The largest strike of 1934 was a textile workers strike that started in the Southern US and spread to New England. It eventually involved more than four hundred thousand textile workers across the country, and, of course, Guardsmen were called out and as many as fifteen strikers were killed. Eventually Roosevelt stepped in and a board of mediation was set up.

In 1936, a new kind of strike began. It started at the Firestone Tire plant in Akron, Ohio, when wages were cut and workers laid off. Rather than going out on strike, workers sat down in the plant and refused to move. This had definite advantages over the picket lines--it made it difficult to bring in strikebreakers and meant the strikers didn't have to be outside in whatever weather but could stay in the shelter of the building. The sitdown part of the strike was only a minor portion of the process in the Akron, but the workers won concessions and the idea of sitdown strikes spread. A sitdown strike at a General Motors factory in Flint, Michigan, precipitated a shutdown of the whole GM system. Sitdown strike followed sitdown strike, many of them leading to partial wins, and one turning into a forty-day community which organized meals, recreation, postal service, and even classes. Eventually the workers forced GM into collective bargaining. Sitdown strikes spread across the country: 48 different strikes in 1936 and 477 in 1937 (including members of the same National Guard unit that had been called out on the Flint GM workers that now struck themselves when they weren't paid).

Unfortunately, as unionizing took hold, the unions themselves (including the CIO, which emerged as a counter to the more conservative AFL) reined in the workers. Piven and Cloward point out that most of the concessions won during the 1930s were won through mass struggle and the efforts of workers on the bottom--even though they worked for unionization, often the union leadership betrayed them. "..the Congress of Industrial Organizations did not create the strike movement of industrial workers; it was the strike movement that created the CIO." And even the Communists, who started off as agitators, eventually supported the union leadership--but the leadership of those unions developed cozy relationships with company management and often turned in the Communists as 'Reds'.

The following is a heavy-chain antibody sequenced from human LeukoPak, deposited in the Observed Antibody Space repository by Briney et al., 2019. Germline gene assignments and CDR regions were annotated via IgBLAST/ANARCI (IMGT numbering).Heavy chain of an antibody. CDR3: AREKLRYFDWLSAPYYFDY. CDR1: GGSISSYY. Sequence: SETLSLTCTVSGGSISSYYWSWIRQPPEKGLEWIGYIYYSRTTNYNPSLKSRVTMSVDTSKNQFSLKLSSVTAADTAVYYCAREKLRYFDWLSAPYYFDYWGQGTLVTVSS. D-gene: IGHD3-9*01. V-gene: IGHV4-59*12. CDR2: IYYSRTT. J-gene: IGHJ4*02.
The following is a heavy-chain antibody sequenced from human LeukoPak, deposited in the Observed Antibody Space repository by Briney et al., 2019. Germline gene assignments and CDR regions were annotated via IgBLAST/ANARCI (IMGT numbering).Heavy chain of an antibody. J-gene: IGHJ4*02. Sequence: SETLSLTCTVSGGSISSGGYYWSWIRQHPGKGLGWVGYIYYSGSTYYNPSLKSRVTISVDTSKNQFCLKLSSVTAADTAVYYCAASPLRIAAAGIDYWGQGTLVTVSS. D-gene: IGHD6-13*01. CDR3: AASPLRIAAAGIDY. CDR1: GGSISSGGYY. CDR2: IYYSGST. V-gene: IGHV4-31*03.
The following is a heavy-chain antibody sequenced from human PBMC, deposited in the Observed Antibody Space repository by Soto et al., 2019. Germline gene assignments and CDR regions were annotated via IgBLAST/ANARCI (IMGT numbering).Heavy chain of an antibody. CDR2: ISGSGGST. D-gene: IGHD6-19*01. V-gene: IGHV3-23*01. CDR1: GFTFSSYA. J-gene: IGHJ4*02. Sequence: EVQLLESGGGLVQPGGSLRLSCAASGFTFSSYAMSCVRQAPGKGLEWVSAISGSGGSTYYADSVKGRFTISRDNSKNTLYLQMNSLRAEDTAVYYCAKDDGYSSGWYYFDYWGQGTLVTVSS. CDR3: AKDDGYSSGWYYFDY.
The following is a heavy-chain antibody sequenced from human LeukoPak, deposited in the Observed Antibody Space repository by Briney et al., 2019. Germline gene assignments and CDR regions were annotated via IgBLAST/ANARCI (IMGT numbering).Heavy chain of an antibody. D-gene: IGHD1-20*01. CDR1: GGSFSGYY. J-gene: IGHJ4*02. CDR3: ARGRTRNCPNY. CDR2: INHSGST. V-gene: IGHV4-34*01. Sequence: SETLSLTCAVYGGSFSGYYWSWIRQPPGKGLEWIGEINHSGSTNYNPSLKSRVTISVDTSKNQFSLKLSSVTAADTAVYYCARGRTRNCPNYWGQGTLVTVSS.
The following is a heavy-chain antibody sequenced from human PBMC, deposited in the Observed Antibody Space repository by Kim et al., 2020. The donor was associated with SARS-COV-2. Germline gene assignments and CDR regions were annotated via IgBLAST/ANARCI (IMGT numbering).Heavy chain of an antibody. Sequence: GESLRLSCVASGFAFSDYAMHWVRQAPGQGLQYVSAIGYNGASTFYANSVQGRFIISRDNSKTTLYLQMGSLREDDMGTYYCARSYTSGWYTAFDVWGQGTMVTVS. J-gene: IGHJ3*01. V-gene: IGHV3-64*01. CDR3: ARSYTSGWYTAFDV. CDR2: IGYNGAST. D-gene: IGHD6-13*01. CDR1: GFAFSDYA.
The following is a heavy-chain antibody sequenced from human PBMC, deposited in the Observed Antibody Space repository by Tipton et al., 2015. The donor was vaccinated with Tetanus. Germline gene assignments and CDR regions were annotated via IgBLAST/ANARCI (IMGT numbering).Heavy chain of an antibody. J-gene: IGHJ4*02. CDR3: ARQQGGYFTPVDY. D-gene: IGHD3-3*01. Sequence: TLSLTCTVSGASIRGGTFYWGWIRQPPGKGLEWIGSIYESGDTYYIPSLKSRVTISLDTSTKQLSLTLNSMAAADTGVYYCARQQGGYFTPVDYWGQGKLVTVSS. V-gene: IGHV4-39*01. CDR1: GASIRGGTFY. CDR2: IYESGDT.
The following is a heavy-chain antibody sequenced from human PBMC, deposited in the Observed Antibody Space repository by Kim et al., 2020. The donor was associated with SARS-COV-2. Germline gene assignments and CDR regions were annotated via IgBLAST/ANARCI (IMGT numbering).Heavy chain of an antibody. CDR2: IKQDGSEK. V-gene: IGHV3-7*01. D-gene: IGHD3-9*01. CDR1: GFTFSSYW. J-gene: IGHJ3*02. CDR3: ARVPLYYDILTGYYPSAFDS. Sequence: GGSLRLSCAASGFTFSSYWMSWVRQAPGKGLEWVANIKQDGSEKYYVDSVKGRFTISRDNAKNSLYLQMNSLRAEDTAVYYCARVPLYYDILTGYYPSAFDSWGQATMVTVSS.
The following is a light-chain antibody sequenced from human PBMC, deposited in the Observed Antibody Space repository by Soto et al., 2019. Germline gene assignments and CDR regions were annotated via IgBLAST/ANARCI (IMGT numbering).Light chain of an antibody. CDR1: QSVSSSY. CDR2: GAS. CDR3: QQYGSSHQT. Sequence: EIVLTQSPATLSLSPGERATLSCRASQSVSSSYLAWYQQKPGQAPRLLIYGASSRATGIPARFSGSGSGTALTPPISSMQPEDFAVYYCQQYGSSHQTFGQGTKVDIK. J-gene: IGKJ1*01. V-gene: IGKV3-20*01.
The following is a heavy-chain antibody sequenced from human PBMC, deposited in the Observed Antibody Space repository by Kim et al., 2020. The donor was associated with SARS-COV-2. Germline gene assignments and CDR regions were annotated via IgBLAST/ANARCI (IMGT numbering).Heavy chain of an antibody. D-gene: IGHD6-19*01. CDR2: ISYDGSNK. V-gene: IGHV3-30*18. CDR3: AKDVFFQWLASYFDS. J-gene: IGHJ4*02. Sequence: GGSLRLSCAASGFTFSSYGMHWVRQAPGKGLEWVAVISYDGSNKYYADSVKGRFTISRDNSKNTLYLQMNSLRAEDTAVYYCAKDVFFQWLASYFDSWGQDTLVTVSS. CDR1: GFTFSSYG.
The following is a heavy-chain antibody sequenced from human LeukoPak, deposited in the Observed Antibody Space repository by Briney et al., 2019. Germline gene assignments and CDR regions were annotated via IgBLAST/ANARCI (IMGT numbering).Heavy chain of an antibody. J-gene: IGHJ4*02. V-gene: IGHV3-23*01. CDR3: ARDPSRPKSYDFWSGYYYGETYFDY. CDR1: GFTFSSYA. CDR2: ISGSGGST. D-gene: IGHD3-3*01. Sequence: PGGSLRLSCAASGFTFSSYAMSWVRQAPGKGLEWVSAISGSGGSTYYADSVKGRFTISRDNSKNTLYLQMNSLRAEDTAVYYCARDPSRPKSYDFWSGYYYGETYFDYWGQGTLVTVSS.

There were other movements in the thirties. As I mentioned a few times, the Communists (and other radicals) organized black workers--at that point these were the only groups that crossed color barriers. There were also self-help movements formed--from a bartering system developed by fishermen in Seattle to unemployed miners in Pennsylvania who dug their own little mines, helped themselves to the coal, and sold it in the cities. Who organized the workers during the depression? In many cases, the workers organized themselves.

Quote of the day: "When they tie the can to a union man, sit down! Sit down!
When they give him the sack, they'll take him back, sit down! Sit down!
When the speed up comes, just twiddle your thumbs, sit down! Sit down!
When the boss won't talk, don't take a walk, sit down! Sit down!
Sit down, just take a seat, sit down and rest your feet, sit down, you've got 'em beat.
Sit down! Sit down!" - Worker's song

Staughton Lynd, Nonviolence in America
Francis Fox Piven and Richard Cloward, Poor People's Movements
Wikipedia, various articles (particularly on the Communist Party USA and A J Muste)
Howard Zinn, A People's History of the United States